RUDDER failure listed as cause of '91 Colorado Springs crash - - Tulsa, OK - News, Weather, Video and Sports - |

RUDDER failure listed as cause of '91 Colorado Springs crash


WASHINGTON (AP) _ A 1991 plane crash in Colorado that killed 25 people was the result of the same rudder problem responsible for a crash three years later outside Pittsburgh that killed 132 people, federal investigators said Tuesday.

The finding confirmed what investigators had surmised in an earlier report about the March 3, 1991, crash of United Airlines Flight 585 just outside Colorado Springs Municipal Airport.

The two crashes and a nonfatal incident in 1996, all involving Boeing 737s, led federal investigators to test the rudder of that model and determine that all three were caused when the hydraulics that operate the rudder jammed.

Boeing has since redesigned and retrofitted all the rudders on its 737s operating in the United States.

The Colorado Springs crash occurred when a Boeing 737 was attempting to land in clear conditions. The plane rolled and slammed nose-first into a field four miles short of the runway.

All 20 passengers, two crew members and three flight attendants were killed.

After a 21-month investigation, the National Transportation Safety Board could not say definitively what caused the crash but said it most likely was due to a steering malfunction or severe weather.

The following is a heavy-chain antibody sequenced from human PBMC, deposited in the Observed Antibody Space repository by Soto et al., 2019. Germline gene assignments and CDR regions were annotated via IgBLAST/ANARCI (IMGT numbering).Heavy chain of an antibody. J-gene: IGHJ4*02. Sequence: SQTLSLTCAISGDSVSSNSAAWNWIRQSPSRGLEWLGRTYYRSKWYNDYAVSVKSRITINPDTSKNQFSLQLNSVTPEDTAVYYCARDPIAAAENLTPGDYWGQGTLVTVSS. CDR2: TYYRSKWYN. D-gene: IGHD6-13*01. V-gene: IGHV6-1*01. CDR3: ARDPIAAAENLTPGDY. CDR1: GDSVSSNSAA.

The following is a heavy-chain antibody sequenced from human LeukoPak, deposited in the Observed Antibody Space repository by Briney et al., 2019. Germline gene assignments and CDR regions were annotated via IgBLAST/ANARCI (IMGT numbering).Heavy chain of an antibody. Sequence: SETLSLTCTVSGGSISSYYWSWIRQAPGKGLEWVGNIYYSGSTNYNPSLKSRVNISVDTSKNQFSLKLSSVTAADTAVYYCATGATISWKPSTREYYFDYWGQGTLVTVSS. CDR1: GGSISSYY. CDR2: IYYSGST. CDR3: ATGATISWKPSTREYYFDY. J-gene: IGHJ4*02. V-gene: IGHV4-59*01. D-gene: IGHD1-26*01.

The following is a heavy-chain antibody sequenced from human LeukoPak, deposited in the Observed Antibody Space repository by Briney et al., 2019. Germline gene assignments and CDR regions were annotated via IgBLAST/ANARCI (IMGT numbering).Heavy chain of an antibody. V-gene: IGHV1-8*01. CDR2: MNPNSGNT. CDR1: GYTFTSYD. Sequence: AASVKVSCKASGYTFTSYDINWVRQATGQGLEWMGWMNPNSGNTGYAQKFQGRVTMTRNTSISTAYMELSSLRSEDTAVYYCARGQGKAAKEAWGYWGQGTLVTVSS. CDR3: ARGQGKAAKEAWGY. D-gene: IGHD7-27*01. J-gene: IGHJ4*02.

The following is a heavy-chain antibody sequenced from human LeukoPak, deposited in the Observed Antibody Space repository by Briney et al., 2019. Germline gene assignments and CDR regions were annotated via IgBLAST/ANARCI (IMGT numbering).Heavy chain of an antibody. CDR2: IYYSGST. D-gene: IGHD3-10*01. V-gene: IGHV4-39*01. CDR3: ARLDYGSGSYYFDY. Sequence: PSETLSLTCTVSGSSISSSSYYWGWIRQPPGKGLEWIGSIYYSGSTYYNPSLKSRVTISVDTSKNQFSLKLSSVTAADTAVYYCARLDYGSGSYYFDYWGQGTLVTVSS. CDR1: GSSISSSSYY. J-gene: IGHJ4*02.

Although the weather was clear at the time of the crash, investigators speculated that wind coming off the surrounding mountains could have created a ``rotor'' _ a strong downward wind similar to a tornado but less severe.

In September 1994, all 132 people on board were killed when a USAir Boeing 737 bound for Pittsburgh spiraled 6,000 feet into a gully and burst into flames in Aliquippa, Pa., about 19 miles northwest of Pittsburgh.

On June 9, 1996, pilots of an Eastwind Airlines Boeing 737 had trouble landing in Richmond, Va., but managed to bring the plane in safely.

The three incidents prompted the NTSB to look at the rudder system and issue a report in 1999 citing rudder failure as the most likely cause of all three. After the report, Boeing agreed to redesign the rudder.

Those findings were incorporated into the revised report on the Colorado Springs crash. The report was approved by the board in March and released Tuesday.

The NTSB said since the loss of rudder control occurred less than 1,000 feet off the ground, the pilots could not have been expected to regain control of the aircraft.

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